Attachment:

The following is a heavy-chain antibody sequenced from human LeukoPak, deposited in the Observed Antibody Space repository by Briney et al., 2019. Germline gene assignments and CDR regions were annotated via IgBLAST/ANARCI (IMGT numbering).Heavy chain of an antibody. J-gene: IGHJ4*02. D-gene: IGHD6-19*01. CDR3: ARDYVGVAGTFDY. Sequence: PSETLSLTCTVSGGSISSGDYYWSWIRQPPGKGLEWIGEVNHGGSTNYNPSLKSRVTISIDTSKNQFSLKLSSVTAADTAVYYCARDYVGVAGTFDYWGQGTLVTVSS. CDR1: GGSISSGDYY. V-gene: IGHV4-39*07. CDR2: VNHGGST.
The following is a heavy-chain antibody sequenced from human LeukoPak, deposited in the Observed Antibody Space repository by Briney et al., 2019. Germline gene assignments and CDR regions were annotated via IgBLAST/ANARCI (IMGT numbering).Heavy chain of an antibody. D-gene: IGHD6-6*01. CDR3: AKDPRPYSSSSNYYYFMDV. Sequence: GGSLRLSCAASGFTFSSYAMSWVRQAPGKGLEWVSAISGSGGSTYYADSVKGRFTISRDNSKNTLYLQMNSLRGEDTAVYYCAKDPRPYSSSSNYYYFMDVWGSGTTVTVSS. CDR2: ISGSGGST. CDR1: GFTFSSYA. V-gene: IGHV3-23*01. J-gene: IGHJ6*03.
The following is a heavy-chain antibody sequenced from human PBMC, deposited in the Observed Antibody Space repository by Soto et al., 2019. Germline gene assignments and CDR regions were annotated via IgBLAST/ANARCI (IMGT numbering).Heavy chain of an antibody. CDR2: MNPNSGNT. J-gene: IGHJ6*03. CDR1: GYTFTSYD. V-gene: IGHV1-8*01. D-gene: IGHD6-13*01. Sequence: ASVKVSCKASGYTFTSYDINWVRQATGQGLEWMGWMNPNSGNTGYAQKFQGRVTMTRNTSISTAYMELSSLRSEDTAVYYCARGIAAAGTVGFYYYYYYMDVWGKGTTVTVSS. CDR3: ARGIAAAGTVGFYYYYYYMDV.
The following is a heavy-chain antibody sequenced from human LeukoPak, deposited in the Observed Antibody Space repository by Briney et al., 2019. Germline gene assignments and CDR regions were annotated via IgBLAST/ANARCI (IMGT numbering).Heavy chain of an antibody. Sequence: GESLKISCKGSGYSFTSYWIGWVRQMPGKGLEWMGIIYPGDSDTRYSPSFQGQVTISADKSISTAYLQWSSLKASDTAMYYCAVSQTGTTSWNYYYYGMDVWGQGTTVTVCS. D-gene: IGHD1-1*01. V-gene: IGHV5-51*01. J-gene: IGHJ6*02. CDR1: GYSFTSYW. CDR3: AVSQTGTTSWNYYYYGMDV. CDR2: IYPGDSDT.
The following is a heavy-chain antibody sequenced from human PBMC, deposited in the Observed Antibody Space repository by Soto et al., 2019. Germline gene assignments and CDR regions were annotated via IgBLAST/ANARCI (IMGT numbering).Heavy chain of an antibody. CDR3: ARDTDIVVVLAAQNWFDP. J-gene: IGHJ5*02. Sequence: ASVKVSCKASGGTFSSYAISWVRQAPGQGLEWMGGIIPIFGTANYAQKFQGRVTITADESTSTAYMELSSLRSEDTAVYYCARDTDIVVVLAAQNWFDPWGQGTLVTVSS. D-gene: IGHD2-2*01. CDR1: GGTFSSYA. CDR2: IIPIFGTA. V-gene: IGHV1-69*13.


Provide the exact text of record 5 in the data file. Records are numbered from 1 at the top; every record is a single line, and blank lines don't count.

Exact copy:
The following is a heavy-chain antibody sequenced from human PBMC, deposited in the Observed Antibody Space repository by Soto et al., 2019. Germline gene assignments and CDR regions were annotated via IgBLAST/ANARCI (IMGT numbering).Heavy chain of an antibody. CDR3: ARDTDIVVVLAAQNWFDP. J-gene: IGHJ5*02. Sequence: ASVKVSCKASGGTFSSYAISWVRQAPGQGLEWMGGIIPIFGTANYAQKFQGRVTITADESTSTAYMELSSLRSEDTAVYYCARDTDIVVVLAAQNWFDPWGQGTLVTVSS. D-gene: IGHD2-2*01. CDR1: GGTFSSYA. CDR2: IIPIFGTA. V-gene: IGHV1-69*13.